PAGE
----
Dr. Gregg is a lifelong native of East Tennessee. During her career, she has served as an elementary classroom teacher, a kindergarten-8th grade school counselor, Project Director for multiple TRIO programs at the University of Tennessee, Knoxville (UTK) and has taught at multiple institutions of higher education. She is currently Assistant Professor of Education at Carson-Newman University.
At UTK, Dr. Gregg worked with a variety of U. S. Department of Education grant projects where she managed multiple programs serving low-income/first generation students, wrote grant proposals, and provided professional development to teachers and schools across the state. She is a frequent presenter on experiential education and on strategies to support academic aspirations of at-risk students. She has been a contributing writer to multiple publications, including Finding Funding: Grantwriting From Start to Finish (5th Edition), 2008. Dr. Gregg also serves as a peer reviewer for the U.S. Department of Education discretionary grant competitions. Her specialty areas include multicultural education, educational partnerships, grant writing, and instructional strategies. Additionally, Dr. Gregg serves as a Site Reviewer with the Tennessee Department of Education, working as part of a team that reviews Education Preparation Programs and makes recommendations for their accreditation.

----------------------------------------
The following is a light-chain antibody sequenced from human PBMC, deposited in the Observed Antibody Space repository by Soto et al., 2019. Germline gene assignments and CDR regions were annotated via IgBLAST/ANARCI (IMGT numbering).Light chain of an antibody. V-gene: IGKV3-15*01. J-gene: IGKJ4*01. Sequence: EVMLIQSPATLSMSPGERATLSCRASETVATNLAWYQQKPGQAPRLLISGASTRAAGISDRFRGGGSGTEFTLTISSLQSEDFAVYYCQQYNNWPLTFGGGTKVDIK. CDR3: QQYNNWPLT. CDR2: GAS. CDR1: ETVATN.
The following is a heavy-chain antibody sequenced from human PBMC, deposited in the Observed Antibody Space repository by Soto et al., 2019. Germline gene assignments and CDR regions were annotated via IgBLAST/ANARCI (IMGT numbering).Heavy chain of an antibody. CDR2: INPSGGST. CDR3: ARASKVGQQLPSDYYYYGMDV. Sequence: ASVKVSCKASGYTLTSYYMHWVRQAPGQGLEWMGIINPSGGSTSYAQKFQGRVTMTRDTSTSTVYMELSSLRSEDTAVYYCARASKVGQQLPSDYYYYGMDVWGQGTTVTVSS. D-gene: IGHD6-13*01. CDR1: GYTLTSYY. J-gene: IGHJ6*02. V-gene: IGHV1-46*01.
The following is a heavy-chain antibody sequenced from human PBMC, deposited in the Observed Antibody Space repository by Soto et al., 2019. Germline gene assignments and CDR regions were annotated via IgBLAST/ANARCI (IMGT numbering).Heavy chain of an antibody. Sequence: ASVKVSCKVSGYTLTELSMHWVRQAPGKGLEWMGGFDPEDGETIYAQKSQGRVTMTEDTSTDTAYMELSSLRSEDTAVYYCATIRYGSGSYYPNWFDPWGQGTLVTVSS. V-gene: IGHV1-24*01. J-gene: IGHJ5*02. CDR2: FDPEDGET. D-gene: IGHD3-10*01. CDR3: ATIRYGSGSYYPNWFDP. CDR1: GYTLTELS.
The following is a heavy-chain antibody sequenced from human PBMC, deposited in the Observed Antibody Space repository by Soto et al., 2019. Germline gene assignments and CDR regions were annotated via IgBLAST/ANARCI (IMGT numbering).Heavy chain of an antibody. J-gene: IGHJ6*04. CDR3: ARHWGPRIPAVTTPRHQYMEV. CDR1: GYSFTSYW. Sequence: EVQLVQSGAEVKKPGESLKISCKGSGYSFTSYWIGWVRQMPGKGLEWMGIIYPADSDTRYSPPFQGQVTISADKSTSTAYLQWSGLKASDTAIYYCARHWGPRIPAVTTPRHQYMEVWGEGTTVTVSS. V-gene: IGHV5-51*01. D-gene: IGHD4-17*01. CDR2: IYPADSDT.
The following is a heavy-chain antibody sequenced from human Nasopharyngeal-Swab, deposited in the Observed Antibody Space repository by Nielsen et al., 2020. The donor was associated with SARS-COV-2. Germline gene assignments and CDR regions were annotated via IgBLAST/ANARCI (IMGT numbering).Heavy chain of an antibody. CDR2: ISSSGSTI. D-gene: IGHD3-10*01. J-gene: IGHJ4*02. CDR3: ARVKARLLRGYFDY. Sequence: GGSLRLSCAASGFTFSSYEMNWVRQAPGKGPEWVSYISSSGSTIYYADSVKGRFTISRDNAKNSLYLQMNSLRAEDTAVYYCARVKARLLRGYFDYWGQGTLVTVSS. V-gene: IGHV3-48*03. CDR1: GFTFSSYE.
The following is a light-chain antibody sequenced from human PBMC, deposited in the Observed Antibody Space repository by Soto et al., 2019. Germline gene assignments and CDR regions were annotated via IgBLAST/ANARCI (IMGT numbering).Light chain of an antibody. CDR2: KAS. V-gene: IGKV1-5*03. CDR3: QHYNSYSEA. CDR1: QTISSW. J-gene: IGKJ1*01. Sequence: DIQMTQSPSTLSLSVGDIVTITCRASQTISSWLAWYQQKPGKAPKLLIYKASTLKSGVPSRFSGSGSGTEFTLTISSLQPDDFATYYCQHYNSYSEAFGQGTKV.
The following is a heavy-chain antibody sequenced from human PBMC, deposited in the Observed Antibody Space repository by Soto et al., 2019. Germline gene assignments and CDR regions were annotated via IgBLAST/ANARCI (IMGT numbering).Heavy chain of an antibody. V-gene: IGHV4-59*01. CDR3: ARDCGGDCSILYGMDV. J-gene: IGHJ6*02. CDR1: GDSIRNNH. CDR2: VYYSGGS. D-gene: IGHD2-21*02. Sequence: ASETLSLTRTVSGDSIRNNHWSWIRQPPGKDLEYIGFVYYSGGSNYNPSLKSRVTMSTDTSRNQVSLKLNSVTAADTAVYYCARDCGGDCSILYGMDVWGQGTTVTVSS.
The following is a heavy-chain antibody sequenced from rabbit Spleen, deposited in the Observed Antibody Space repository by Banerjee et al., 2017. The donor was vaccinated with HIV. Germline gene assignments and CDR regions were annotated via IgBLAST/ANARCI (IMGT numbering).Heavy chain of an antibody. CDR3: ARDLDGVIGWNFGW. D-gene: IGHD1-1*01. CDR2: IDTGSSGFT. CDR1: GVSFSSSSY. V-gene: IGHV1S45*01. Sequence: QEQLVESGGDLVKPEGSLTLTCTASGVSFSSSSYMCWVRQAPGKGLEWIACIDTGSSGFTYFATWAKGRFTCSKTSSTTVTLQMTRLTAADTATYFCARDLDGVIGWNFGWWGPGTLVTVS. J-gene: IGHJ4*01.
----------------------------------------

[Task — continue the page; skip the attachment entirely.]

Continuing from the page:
With nearly three decades of classroom and administrative experience in both urban and rural settings at the K-8 level (five years teaching a self-contained 7/8 combination class in Oakland, CA), and over 20 years as a high school AP US and European History teacher, US History teacher, English teacher and Dean of Students/Discipline Jack Bareilles brings a wealth of classroom and administrative experience to the education grant process. Since 2006 he has served as Northern Humboldt Union High School District Grants and Evaluation Administrator and has directed and evaluated nearly 100 state and federal grants for his school district, nearby districts and districts as diverse as Los Angeles Unified and the American Samoa Department of Education.
Jack also serves as Northern Humboldt’s Foster and Homeless Youth Liaison, Career Technical Education and Indian Education Administrator and actively supports student mental health initiatives across the region.
Jack holds a Masters in Social Science with an emphasis in US History, a California Administrative Credential, and teaching credentials in History/Social Science, English/Language Arts, Life Science, and Multiple Subjects and Career Technical Education.
|Jason Johnson |
Jason is a licensed school psychologist and has published research on resilience and student performance. Jason is a passionate advocate for disadvantaged students and currently consults and trains educators across the nation as the director of training and research for the WhyTry organization. Jason is a thought leader on resilience education and has spoken at hundreds of conferences around the country. He has led successful implementations of all WhyTry programs and has pioneered trainings for clients in healthcare, corporate, and the US Military.
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Our online social and emotional learning curriculum can be taught in virtual classrooms. Help your students develop resilience in this time of crisis and isolation.